Guest post from Carmen Drahl, a C&EN’s Associate Editor and Haystack blogger. Growing up, I spent every summer in northern Spain, living in my grandmother’s Oviedo flat and wandering the city and surrounding villages with distant cousins. One of my greatest regrets is never having taken the 3 hour drive to what my grandma called “las Cuevas de Altamira”, the storied caves and UNESCO World Heritage Site that house some of the world’s most striking examples of Paleolithic art. The caves have been closed to visitors on and off since their discovery in the late 1870s. But they’ve been shuttered indefinitely since 2002, because microbial colonies encroached on the priceless scenes of bison and deer on the stone ceilings. Government officials in Cantabria, the Spanish autonomous community where the cave is situated, would like to reopen Altamira to tourists. Today, in a policy forum in the journal Science (DOI:10.1126/science.1206788), researchers led by Cesareo Saiz-Jimenez from the Spanish Council for Scientific Research (CSIC), argue that would be a bad idea. The team, which has been dealing with the microscopic invaders firsthand, says that letting visitors back into the cave’s fragile ecosystem would quickly undo any good that the closure has done and could cause irreparable damage. The Science piece is rich with detail about the single-celled interlopers that threaten Altamira’s cave art. They include bacteria that make food through photosynthesis, fungi, and even corn pollen blown into the cave from farms in the outside world. The presence of the corn pollen is a telltale sign that airborne fungal spores could have settled into nooks and crannies in cave walls from the outside world as well, the CSIC researchers write. The invaders come in a panoply of colors, including yellow, gray, and white, the hue that’s already besmirched some of the red pigments in the paintings. The scientists support their argument for keeping Altamira closed with an environmental study they conducted between 1997 and 1999, when the caves were still open but on a limited schedule. At the time the argument was that the small groups of 5 at a time allowed to visit would not perturb cave temperature, humidity, or carbon dioxide concentration, all factors that must be kept in check to prevent microbial flourishing. The team reports data from two consecutive days which suggest visitors have a negative impact on the cave environs. Visitors changed temperature and carbon dioxide concentration faster than the caves could bounce back. The team notes that this data comes from a day during peak tour season, when weather conditions were such that air exchange between the cave and the outside world was likely to...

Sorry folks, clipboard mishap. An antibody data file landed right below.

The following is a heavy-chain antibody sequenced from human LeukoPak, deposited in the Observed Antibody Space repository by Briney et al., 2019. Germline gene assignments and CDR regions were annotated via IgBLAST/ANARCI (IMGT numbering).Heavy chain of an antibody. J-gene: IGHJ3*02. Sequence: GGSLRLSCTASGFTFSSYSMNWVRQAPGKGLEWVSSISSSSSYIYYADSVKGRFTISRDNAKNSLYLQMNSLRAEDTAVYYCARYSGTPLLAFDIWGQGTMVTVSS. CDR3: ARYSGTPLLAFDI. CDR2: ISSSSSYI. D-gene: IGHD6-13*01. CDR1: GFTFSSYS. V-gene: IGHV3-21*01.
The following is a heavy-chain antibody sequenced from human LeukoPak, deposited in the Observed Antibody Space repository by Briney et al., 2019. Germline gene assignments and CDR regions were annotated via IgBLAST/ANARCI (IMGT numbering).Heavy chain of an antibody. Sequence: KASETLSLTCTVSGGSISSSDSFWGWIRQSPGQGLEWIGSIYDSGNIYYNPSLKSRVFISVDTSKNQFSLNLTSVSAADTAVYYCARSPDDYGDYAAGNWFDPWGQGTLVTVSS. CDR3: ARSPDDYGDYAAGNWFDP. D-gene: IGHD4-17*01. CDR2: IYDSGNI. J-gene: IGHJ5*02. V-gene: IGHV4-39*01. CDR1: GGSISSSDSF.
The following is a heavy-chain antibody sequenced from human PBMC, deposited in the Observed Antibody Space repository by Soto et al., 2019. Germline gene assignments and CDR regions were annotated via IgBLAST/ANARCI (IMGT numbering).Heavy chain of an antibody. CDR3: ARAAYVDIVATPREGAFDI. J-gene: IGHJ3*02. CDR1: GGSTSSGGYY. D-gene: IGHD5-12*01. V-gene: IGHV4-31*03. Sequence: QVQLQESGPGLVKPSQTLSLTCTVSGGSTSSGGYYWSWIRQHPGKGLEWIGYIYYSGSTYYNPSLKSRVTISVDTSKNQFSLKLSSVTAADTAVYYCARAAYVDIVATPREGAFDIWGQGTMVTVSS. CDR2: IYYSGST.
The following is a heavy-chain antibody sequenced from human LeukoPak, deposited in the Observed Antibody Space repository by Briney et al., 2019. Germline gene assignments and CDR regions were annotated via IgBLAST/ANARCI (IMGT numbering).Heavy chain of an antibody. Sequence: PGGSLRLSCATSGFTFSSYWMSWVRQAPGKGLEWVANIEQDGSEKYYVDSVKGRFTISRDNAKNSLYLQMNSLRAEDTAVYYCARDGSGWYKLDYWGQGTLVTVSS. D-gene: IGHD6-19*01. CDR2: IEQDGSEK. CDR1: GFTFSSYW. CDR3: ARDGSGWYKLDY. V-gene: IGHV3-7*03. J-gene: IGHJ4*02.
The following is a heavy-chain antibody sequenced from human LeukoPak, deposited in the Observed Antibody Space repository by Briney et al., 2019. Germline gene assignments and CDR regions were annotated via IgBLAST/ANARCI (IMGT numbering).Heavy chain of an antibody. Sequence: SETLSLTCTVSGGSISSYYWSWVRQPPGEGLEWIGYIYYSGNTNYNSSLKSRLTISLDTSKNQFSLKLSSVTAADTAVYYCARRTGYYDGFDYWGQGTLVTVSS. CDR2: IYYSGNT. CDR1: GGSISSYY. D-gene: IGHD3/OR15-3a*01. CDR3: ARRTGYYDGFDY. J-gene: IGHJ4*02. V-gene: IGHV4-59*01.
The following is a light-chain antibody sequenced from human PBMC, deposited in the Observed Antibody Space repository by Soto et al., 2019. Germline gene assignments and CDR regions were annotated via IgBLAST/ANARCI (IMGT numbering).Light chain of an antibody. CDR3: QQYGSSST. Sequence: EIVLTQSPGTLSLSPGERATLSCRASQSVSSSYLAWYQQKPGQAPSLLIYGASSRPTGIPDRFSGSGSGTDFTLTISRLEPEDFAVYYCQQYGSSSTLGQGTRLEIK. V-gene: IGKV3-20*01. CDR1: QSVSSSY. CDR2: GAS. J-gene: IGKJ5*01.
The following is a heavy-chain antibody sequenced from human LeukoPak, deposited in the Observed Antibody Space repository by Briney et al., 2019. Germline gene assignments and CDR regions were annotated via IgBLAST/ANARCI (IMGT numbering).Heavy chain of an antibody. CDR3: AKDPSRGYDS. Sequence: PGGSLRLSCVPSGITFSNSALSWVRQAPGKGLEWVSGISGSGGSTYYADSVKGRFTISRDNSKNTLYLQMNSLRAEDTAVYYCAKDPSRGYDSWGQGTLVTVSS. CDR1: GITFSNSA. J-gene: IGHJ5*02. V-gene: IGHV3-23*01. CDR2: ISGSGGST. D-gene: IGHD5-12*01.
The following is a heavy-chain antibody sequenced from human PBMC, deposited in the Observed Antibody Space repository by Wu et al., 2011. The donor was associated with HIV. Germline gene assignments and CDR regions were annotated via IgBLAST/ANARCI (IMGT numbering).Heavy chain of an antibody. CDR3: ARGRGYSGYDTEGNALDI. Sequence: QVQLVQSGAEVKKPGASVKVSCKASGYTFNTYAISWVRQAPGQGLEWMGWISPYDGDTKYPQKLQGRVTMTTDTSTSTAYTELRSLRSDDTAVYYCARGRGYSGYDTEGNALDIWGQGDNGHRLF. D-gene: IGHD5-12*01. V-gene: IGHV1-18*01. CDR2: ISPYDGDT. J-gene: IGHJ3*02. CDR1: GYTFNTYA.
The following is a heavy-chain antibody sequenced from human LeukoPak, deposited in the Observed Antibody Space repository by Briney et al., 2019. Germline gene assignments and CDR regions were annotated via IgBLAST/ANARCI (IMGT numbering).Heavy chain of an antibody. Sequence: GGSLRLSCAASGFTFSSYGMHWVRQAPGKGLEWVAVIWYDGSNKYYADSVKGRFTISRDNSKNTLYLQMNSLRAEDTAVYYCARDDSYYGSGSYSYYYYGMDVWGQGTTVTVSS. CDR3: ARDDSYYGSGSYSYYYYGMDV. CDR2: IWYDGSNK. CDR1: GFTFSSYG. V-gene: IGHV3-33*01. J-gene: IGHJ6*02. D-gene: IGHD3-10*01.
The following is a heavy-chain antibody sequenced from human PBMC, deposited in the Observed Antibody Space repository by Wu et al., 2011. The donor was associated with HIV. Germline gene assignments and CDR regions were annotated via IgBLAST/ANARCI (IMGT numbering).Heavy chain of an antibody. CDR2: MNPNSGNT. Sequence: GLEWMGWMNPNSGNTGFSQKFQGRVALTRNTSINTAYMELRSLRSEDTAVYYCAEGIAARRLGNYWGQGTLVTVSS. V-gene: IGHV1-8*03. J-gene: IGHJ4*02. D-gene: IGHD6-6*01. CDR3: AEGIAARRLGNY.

Read More

Conserving Mosaics: A Nod To The Chemistry Nobel Prize